Tom Dugan: My father was a World War II veteran. He received a Bronze Battle Star and a Purple Heart. He also helped liberate the Langenstein-Zwieberge concentration camp. He had a piece of shrapnel stuck in his hip. I asked him if he hated the Germans and he said no. He said he didn’t judge people by the group they belonged to. He judged them by the way they behaved. I didn’t really understand that until I started learning about Wiesenthal.
What brought that to light for you?
His tolerance. I’m Catholic and I’ve learned so much about tolerance from the Jewish people. I am married to a Jewish woman and my sons are Jewish. I participate in all the Jewish celebrations and our temple has welcomed me with open arms.
Are either of you Orthodox in your religions?
Not really, and that helps. Before we were married we discussed how this would work. We realized that what we cared about was larger than either of our faiths. I discovered that my faith wasn’t as important to me as the ethics of it.
How does the blended faith work in practice with your kids?
Well, we’ve taught them that Jesus was Jewish and that Catholicism is kind of the sequel. There are many similarities in the traditions, after all. The last supper was a Seder.
Do you have a formula for developing your solo shows?
The subjects kind of pick me, but I am also very pragmatic. I ask everyone and their mother if they would be interested in a show about a certain person. I’ve had some shows that people told me, ‘Definitely not.’ This was one like a 90% yes.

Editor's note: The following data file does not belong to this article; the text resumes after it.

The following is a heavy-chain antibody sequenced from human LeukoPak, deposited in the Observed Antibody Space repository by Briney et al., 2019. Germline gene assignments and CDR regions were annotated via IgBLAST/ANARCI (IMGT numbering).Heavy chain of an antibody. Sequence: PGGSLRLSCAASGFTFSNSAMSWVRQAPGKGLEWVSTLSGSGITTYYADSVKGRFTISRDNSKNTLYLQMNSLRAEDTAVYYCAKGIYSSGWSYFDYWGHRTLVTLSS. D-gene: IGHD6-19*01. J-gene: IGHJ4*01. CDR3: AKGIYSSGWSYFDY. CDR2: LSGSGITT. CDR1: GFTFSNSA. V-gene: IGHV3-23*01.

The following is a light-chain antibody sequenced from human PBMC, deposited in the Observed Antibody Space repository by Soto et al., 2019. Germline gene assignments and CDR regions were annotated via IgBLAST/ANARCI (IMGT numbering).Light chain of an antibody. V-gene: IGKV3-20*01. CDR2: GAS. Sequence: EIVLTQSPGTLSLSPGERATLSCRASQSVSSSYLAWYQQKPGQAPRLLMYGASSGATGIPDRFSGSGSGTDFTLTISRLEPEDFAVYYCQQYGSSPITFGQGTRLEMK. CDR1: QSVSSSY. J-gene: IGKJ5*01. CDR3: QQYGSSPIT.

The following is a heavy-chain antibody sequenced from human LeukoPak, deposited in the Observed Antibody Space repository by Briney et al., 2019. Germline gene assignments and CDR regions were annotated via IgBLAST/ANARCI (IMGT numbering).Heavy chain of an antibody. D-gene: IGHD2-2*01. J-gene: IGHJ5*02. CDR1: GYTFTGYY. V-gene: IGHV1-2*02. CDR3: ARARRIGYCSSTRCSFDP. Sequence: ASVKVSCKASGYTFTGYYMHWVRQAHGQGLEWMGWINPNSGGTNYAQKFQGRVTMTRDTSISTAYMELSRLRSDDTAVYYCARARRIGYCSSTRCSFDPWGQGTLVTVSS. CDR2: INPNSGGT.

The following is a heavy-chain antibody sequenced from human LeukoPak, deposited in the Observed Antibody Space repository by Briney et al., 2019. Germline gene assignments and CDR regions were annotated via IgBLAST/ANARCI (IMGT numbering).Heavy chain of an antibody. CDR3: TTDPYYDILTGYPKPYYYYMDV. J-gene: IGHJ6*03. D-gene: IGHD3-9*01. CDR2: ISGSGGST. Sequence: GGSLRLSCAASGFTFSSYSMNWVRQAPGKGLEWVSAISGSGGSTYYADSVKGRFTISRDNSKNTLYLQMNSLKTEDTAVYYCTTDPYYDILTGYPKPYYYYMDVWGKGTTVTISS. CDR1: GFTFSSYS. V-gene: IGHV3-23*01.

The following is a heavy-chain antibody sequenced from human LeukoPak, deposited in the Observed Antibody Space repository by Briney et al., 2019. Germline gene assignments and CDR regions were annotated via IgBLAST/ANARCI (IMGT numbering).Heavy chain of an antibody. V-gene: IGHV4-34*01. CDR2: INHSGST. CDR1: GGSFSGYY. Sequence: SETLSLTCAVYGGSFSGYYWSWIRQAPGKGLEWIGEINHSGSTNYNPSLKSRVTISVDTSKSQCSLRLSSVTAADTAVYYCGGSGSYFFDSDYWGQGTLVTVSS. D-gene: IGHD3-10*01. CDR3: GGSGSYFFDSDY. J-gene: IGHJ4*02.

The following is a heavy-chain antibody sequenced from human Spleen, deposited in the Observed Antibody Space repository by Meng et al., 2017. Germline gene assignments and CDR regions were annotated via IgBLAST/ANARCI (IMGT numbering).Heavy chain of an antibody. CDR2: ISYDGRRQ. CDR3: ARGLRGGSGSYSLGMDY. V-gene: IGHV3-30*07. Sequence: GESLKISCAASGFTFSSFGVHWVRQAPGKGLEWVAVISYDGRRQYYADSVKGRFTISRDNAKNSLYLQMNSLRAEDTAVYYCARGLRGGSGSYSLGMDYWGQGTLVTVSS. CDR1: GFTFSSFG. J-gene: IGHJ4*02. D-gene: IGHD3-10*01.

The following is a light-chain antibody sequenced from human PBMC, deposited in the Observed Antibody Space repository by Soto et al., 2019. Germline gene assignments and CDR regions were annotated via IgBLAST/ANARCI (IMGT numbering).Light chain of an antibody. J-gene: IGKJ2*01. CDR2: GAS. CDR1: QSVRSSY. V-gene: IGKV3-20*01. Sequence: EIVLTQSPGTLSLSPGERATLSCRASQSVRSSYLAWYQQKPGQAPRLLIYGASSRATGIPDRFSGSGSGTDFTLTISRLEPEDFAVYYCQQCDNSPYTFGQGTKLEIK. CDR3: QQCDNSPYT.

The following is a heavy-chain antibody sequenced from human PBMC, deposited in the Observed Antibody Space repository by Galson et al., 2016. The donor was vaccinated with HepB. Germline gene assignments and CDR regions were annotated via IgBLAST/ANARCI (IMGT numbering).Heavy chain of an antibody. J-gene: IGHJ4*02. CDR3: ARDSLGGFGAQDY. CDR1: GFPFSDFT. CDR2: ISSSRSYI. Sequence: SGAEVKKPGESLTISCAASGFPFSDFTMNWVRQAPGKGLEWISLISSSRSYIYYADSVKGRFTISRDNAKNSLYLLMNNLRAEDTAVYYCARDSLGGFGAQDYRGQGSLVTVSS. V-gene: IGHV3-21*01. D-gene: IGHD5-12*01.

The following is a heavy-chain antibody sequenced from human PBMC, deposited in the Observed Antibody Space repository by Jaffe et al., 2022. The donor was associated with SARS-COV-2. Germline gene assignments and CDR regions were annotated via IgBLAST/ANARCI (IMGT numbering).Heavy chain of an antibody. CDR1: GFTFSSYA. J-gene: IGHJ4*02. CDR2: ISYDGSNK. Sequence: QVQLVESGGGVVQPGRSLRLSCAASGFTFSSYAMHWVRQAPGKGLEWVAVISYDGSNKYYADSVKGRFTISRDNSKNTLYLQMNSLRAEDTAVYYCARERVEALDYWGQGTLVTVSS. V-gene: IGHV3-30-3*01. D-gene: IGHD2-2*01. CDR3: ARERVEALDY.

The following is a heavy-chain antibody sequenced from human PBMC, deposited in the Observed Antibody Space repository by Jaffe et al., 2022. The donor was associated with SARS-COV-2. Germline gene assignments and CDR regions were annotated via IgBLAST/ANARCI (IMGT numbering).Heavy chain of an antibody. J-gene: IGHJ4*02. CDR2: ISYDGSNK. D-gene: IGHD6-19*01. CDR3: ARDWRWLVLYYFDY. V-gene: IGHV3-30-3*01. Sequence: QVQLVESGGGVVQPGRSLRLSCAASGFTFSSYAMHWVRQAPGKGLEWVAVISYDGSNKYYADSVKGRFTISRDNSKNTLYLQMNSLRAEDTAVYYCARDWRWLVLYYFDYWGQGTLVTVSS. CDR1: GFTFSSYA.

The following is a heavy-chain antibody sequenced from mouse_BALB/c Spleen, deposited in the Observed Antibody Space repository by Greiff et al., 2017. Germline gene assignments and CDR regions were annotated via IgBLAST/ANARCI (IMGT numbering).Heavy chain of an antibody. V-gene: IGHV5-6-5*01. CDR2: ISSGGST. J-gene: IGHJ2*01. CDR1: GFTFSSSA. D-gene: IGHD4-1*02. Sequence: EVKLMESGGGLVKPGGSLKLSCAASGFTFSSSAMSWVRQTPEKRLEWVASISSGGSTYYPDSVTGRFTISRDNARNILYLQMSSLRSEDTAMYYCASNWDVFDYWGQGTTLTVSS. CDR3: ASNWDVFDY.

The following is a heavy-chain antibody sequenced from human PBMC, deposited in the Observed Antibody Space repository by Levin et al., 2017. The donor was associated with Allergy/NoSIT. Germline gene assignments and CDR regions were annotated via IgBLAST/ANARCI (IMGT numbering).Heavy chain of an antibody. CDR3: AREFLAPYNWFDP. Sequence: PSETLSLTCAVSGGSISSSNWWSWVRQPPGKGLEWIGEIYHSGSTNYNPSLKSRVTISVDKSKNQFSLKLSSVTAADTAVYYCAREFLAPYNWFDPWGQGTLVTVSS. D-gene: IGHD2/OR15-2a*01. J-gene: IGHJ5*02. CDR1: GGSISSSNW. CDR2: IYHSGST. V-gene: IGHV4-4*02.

And this takes place on the day of his retirement?
Yes. And there is the urgency for him. There is something he hasn’t been saying to each of the groups he’s been speaking to and he has to make sure he checks everything off his list for the last time. He had an enormous obligation to give voice to those who could not speak.
And there’s also another element to it, I understand?
There is a mystery unfolding as the play progresses. He’s in the middle on tracking down one of the most notorious Nazis, and we learn about this through a series of phone calls through the show.
Are there pieces of you in your shows?
Yes. It can’t just be about the character. The audience has to feel that I’m also telling their story. For the show I’m developing now about Jackie Kennedy there are many ideas about intimacy and the danger of intimacy. That was something she spoke about a lot. And my theatrical mind goes there, of course, because those are fears that I have as well. It’s very satisfying for me.
Dallas would be a great spot for a Jackie show.
I wondered if there would be an interest for it here.
We love women in Dallas. I think it would be perfect. Do you play Jackie?
No! But I certainly have the legs for it. My director Jenny Sullivan is amazing and I have no doubt she will cast someone perfect for it.
Does it take place during the assassination?
Jackie never wrote an autobiography, but she recorded many audio tapes. This play will be split into two “tapes.” One on the night in 1968 when Robert Kennedy is shot, and the other in 1994 when she’s diagnosed with Lymphoma. She was such a positive, complex human character. When I asked around if people would see this play the response was 100 percent yes.